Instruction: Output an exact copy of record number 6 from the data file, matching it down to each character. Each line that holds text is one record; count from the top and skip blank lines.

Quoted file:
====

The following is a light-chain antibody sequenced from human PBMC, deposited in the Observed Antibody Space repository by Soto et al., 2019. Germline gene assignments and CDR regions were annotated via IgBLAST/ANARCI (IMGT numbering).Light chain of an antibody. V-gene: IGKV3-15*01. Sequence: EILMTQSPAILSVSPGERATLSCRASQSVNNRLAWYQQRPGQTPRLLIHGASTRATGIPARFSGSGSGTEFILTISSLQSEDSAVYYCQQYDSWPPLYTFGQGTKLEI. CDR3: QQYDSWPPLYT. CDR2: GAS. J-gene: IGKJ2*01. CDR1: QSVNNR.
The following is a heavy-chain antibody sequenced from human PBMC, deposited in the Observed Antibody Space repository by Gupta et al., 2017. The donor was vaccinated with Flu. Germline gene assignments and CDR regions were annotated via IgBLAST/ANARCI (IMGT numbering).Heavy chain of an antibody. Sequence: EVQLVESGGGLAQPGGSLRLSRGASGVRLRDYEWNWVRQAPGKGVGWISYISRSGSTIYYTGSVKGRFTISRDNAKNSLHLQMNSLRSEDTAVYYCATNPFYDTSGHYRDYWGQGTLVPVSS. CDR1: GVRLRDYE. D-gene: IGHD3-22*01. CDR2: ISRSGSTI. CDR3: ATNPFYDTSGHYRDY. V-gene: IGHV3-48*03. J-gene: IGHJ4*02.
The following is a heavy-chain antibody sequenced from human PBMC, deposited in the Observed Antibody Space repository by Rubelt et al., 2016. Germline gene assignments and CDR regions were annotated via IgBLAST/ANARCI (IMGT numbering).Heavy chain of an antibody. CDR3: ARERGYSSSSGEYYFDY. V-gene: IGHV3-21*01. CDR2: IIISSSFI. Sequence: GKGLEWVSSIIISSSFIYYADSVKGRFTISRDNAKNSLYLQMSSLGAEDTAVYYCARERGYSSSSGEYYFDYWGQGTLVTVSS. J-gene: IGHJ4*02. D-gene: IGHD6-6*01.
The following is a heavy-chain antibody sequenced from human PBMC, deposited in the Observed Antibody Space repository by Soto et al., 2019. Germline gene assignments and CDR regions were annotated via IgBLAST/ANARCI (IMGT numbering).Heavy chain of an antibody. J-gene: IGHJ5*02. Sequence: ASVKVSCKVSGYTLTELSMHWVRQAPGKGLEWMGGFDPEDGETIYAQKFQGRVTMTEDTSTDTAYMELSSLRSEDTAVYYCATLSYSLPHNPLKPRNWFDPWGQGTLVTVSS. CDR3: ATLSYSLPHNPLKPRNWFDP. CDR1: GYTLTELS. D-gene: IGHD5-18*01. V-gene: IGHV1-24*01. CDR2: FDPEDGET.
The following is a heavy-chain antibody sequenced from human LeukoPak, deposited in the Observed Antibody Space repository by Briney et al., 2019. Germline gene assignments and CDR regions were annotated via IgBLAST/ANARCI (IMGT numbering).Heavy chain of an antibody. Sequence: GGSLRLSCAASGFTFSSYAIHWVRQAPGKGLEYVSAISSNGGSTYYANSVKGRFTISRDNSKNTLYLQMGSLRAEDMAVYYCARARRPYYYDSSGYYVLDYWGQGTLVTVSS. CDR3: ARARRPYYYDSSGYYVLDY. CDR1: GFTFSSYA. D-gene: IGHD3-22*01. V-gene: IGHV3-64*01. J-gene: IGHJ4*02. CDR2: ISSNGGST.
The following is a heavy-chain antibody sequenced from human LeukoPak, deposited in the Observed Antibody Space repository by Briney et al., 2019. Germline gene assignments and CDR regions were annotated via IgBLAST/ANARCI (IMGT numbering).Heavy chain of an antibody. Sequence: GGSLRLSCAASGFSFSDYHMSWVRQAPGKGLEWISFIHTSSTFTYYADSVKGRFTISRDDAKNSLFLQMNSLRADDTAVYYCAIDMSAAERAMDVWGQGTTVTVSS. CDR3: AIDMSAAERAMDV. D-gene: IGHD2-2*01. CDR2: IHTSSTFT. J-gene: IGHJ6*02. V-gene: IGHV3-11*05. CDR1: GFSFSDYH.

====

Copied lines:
The following is a heavy-chain antibody sequenced from human LeukoPak, deposited in the Observed Antibody Space repository by Briney et al., 2019. Germline gene assignments and CDR regions were annotated via IgBLAST/ANARCI (IMGT numbering).Heavy chain of an antibody. Sequence: GGSLRLSCAASGFSFSDYHMSWVRQAPGKGLEWISFIHTSSTFTYYADSVKGRFTISRDDAKNSLFLQMNSLRADDTAVYYCAIDMSAAERAMDVWGQGTTVTVSS. CDR3: AIDMSAAERAMDV. D-gene: IGHD2-2*01. CDR2: IHTSSTFT. J-gene: IGHJ6*02. V-gene: IGHV3-11*05. CDR1: GFSFSDYH.